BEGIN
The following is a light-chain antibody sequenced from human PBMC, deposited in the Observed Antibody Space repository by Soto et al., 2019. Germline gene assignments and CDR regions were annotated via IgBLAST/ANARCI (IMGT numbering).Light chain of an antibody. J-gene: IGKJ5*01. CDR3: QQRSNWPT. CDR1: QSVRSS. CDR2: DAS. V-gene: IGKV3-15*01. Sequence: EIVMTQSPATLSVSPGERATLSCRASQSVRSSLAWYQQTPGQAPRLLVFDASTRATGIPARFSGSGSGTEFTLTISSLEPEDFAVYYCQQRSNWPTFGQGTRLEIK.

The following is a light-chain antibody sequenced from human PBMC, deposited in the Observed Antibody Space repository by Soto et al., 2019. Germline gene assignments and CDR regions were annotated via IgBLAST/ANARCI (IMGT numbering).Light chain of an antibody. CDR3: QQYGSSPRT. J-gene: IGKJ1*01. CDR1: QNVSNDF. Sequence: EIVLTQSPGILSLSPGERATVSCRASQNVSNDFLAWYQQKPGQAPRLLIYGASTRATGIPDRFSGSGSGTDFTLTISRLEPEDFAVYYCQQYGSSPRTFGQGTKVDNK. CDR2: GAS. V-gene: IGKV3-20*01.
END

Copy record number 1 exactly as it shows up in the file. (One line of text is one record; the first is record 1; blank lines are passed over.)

The following is a light-chain antibody sequenced from human PBMC, deposited in the Observed Antibody Space repository by Soto et al., 2019. Germline gene assignments and CDR regions were annotated via IgBLAST/ANARCI (IMGT numbering).Light chain of an antibody. J-gene: IGKJ5*01. CDR3: QQRSNWPT. CDR1: QSVRSS. CDR2: DAS. V-gene: IGKV3-15*01. Sequence: EIVMTQSPATLSVSPGERATLSCRASQSVRSSLAWYQQTPGQAPRLLVFDASTRATGIPARFSGSGSGTEFTLTISSLEPEDFAVYYCQQRSNWPTFGQGTRLEIK.